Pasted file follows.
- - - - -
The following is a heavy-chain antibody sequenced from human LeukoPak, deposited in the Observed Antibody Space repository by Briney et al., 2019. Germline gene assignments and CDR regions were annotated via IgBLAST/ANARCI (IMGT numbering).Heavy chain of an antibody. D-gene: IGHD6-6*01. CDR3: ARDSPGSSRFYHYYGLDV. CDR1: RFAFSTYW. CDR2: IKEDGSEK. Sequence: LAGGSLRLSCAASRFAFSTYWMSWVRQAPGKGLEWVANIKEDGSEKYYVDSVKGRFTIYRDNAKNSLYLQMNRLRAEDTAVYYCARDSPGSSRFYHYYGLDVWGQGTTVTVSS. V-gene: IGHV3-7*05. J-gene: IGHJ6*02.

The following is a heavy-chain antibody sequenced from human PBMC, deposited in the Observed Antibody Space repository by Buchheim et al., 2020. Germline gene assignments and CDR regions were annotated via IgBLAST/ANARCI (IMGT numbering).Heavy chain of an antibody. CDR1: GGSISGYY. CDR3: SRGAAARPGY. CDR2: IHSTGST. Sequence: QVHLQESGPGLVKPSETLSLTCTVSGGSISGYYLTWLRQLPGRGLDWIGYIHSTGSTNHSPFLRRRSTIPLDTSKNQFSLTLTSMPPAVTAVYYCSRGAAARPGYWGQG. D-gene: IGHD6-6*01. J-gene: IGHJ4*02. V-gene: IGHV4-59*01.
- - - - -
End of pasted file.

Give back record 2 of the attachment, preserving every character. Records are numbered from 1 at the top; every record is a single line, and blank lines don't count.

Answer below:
The following is a heavy-chain antibody sequenced from human PBMC, deposited in the Observed Antibody Space repository by Buchheim et al., 2020. Germline gene assignments and CDR regions were annotated via IgBLAST/ANARCI (IMGT numbering).Heavy chain of an antibody. CDR1: GGSISGYY. CDR3: SRGAAARPGY. CDR2: IHSTGST. Sequence: QVHLQESGPGLVKPSETLSLTCTVSGGSISGYYLTWLRQLPGRGLDWIGYIHSTGSTNHSPFLRRRSTIPLDTSKNQFSLTLTSMPPAVTAVYYCSRGAAARPGYWGQG. D-gene: IGHD6-6*01. J-gene: IGHJ4*02. V-gene: IGHV4-59*01.